The Mercedes parts bin helps – the dials are C-class, elements of the centre console, including the floating screen, come from the V-class; at 8.4 inches across with the optional COMAND Online infotainment system, this is the biggest screen in this mid-size pickup sector (you get a 7.0-inch unit as standard).
Mercedes has also gone for it with personalisation. There are six seat fabrics (including two optional leathers with contrast stitching), three interior trim choices and two colours of headlining. The combination of brown finishes looks particularly classy, and remarkably similar to one of the original concepts.
The V6 even gets a Dynamic Select, for a choice of Comfort, Eco, Sport, Manual and Off-road driving modes.
What’s the X-class like for standard equipment?
There are three trim levels: Pure, Progressive and Power.
Pure is the closest the X-class gets to a working pickup, with an unpainted front bumper and steel wheels – almost no-one is expected to buy this in the UK. You do still get luxuries such as air-con, seven airbags and LED lighting for the load area, but these are combined with an easy-clean plastic interior floor.
Progressive gets painted bumpers, 17-inch alloys, eight-speakers, aluminium door sill finishers, etc, etc, and starts to look like a Mercedes you can park outside your house. Most buyers will likely opt for Power, however, which looks like a Mercedes you could park outside the office.
The X-class Power gets 18s as standard, chrome underbody panelling at the front, a chrome bumper at the rear and Artico artificial leather on the inside. There’s a more powerful infotainment system, climate control, keyless go and electrically adjustable seats. Plus full-LED headlights. It’s practically civilised.
Just don’t expect reach adjustment for the steering wheel. This is one limitation of the Navara chassis Mercedes wasn’t able to overcome; the wheel is height-adjustable only.
Obviously Mercedes is keen to sell you options, and these range from a substantial selection of in-house designed truck accessories, such as pseudo roll bars (two versions labelled Style and Sport), three choices of tonneau cover, a paint-protecting bedliner and a waterproof storage box, to 19-inch alloys, an electrically operated opening rear window on the back of the cab, and a 360-degree parking camera.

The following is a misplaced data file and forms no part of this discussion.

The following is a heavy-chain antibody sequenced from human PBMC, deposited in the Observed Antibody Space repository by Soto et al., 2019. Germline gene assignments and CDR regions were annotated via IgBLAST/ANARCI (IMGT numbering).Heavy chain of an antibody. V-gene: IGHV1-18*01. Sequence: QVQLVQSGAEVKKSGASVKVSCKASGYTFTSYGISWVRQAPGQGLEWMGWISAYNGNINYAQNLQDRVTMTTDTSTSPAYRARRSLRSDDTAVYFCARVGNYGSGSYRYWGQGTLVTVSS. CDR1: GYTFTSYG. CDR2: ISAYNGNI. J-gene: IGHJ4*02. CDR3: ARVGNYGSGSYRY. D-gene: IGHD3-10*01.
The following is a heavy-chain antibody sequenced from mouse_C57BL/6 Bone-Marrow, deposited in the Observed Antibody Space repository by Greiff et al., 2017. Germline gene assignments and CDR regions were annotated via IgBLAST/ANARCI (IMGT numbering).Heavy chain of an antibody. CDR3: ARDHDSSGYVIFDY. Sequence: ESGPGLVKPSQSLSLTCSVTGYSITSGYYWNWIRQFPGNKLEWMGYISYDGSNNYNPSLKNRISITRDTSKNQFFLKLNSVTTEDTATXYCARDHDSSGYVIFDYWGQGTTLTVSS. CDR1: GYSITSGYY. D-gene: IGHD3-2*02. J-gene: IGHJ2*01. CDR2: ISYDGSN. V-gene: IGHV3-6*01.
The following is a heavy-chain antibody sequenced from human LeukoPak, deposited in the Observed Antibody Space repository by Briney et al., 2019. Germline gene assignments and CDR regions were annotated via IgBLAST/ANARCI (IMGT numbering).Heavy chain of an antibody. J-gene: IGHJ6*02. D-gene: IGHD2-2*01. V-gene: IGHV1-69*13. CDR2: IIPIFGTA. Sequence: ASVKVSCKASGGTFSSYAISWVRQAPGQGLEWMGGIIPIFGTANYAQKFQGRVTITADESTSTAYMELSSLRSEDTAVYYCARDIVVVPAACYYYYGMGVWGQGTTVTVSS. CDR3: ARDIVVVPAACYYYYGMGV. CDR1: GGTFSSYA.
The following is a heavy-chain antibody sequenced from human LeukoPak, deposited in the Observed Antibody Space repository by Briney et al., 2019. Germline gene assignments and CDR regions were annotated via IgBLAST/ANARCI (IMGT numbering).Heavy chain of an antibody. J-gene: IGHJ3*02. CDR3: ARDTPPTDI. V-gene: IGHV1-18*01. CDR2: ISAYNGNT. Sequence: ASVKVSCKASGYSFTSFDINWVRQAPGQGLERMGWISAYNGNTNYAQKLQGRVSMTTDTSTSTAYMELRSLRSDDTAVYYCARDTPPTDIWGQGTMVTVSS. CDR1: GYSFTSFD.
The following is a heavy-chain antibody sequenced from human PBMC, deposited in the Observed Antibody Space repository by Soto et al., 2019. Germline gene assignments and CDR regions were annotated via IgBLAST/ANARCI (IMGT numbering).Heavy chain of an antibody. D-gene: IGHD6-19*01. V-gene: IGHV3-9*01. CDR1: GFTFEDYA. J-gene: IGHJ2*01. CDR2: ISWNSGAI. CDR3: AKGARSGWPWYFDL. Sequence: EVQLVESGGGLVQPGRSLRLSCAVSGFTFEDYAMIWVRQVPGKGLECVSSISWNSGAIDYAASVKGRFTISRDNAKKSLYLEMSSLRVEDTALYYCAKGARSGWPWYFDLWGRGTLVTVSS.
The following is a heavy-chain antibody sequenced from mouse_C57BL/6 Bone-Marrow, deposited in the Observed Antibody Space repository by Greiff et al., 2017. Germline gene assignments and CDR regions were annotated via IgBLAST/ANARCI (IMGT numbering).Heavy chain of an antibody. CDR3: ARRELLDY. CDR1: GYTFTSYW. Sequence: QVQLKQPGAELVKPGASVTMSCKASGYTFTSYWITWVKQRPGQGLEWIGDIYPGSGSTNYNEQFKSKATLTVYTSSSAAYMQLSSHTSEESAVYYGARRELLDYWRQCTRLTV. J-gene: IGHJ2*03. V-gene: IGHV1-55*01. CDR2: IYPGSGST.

A Mercedes-designed hardtop canopy for the load bed helps the X-class do its best impression of an SUV, too.
Will it off-road?
More rugged types will be pleased to note you can delete the rear bumper (allowing the tailgate to open 180 degrees while improving the departure angle) and adapt the X-class for harder work off-road.
A locking rear-diff, 20mm higher off-road suspension and proper underbody cladding made from 2-3mm stainless steel are all available. Every X-class sold in Europe will come with the lower Comfort suspension as standard.
It’ll still wade to depths of 600mm, either way. Maximum payload is rated to 1042kg, and it’ll tow up to 3.5-tonnes, matching the best in class.
How much does the Mercedes X-class cost and when does it go on sale?
The X-class is set to go on UK sale before the end of 2017 – though some 600 or so especially keen customers started making reservations at the beginning of the year, and only these prescient soles are likely to actually get their pickups before Christmas. General dealer supply won’t start until early 2018.
We’re expecting UK pricing around August 2017, but you shouldn’t be surprised to learn the X-class will be the most expensive pickup on the market. In Germany, the entry-level price-point is 37,294 euros (including 19% VAT).
So whaddaya reckon? Can you see yourself cashing in the GLE for an X-Class? Or is Mercedes taking premium a step too far…?
Let us know in the comments section below.
* Yes, we know there have been Mercedes pickups before – but only on a semi-official basis
In need of nerdier-still details? For the exhaustive full story on the new Mercedes X-class, hop over to our sister site Parkers here.